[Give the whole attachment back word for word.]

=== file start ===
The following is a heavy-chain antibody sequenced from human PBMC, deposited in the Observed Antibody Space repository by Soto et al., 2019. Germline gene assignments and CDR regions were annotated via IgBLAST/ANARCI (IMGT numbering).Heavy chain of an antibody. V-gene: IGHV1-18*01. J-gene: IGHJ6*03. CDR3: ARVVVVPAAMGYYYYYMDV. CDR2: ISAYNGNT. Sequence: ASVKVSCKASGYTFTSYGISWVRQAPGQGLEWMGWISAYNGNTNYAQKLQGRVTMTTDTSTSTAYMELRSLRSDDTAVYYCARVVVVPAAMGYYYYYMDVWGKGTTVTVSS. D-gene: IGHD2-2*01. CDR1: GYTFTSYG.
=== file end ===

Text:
The following is a heavy-chain antibody sequenced from human PBMC, deposited in the Observed Antibody Space repository by Soto et al., 2019. Germline gene assignments and CDR regions were annotated via IgBLAST/ANARCI (IMGT numbering).Heavy chain of an antibody. V-gene: IGHV1-18*01. J-gene: IGHJ6*03. CDR3: ARVVVVPAAMGYYYYYMDV. CDR2: ISAYNGNT. Sequence: ASVKVSCKASGYTFTSYGISWVRQAPGQGLEWMGWISAYNGNTNYAQKLQGRVTMTTDTSTSTAYMELRSLRSDDTAVYYCARVVVVPAAMGYYYYYMDVWGKGTTVTVSS. D-gene: IGHD2-2*01. CDR1: GYTFTSYG.